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March Seasonal Food Guide

Coming in more like lambs than lions, the first fruits and vegetables of spring are awash in shades of pale green, quietly announcing a shift away from the starchy produce of winter. I can’t imagine that March is so called because it has anything to do with marching, but this month marks a welcome transition out of winter and into spring. It really does feel like a steady march into something exciting and celebratory. That is to say, Yippee! Woo Hoo! and Hooray! There’s a whole new cast on the produce scene and it’s exciting. I could eat asparagus five times a week during the month of March. The same is not true of rhubarb, but I welcome it equally.

Again, feel free to share your own favorite recipes incorporating any of these items!


Spring Onion

SPRING ONIONS are simply regular onions that have yet to mature into a full, round bulb. They are generally milder than mature onions but can be used pretty much the same way. Outside the U.S., the term spring onion refers to what we know as scallions or green onions. But they’re two different relatives: green onions never develop a round bulb, while spring onions do. These young pups are fantastic roasted whole or used in salsas and salads raw.




NETTLES are a delicate leafy green that grow profusely, tending towards the weedy in urban locales as well as in the woods. What the plant is known for, however, is its sting. They possess hundreds of tiny white thorns that, if touched with bare hands, release irritating toxins. Once cooked, they’re no longer an irritant. Their flavor is mild and green, somewhat like spinach, and you can use them where you would use any tender green. Just remember to wear gloves when handling them in their raw state. Nettles also possess more iron than any plant!




CARROTS don’t really have a season per se, since they can be grown year round in temperate climates. They are second only to the beet in sugar content where vegetables are concerned. And they are undoubtedly a stalwart in the kitchen. Along with onions and celery, they are essential in mirepoix, that holy trinity of aromatic vegetables that sneaks into so many of the sauces and soups we love. In terms of technique, the means of preparation are nearly limitless. Have you ever tried grilling carrots? Rubbed with some cumin, salt and pepper, they’re pretty amazing on the grill.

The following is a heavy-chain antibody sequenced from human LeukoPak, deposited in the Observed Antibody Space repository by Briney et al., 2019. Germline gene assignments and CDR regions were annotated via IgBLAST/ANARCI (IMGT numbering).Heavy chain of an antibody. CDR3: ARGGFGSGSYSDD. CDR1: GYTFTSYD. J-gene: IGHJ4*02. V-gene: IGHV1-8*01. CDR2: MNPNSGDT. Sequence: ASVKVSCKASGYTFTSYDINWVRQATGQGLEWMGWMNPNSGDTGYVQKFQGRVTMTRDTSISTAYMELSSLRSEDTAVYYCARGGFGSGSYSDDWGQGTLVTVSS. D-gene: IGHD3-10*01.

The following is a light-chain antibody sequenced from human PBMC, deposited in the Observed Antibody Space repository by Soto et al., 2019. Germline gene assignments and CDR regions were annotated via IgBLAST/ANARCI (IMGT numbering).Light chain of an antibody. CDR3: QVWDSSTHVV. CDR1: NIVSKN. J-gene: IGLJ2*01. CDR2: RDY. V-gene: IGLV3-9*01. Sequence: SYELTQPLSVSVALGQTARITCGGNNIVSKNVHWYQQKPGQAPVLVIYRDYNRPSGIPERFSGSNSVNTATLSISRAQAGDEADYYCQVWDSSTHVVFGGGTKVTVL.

ASPARAGUS tastes like spring. Asparagus leads the marching band of spring vegetables out of the dark stables of winter, all pale and green (or pale and white), delicate and nuanced, crisp, grassy, sweet and tender. The worst thing you can do to this lovely vegetable is overcook it. Soggy asparagus is a sorry affair. They love to be sauteed briefly, roasted in the oven, or blanched. You can even eat it raw!

Did you know that it is permissable to eat sauceless asparagus with your hands if your hostess takes the lead and does so herself? I did not know this before, but shall be taking full advantage of this little-known rule of etiquette the next time I see a dish of asparagus spears at a social function.




LAMB is such a classic signifier of spring. Its consumption peaks in March and April, in conjunction with holiday feasts associated with Easter and Passover. Yet it’s the least popular meat in North America – on average, less than one pound per person is eaten annually. Lamb possesses a stronger flavor than many other meats, and people often refer to it as having a gamey quality. Pairing lamb or any red meat with cruciferous vegetables, such as brussels sprouts or cabbage, mitigates some of the negative health impact of the saturated fats.




FENNEL: It is no coincidence that a fennel’s stalks resemble celery, or that its flowering tops are not unlike the feathery tops of both parsley and carrots when gone to seed. They’re all related. Of those, though, it’s only celery that is at all similar in texture and flavor. Fennel’s a delicate anise-like quality makes it great in salads or with fish. It’s crunchy and crisp and fresh and is fantastic raw. You can thank (or blame) the Italians for the presence of fennel, whose seeds they brought with them a couple centuries back, and which now grow like weeds along highways and in abandoned lots.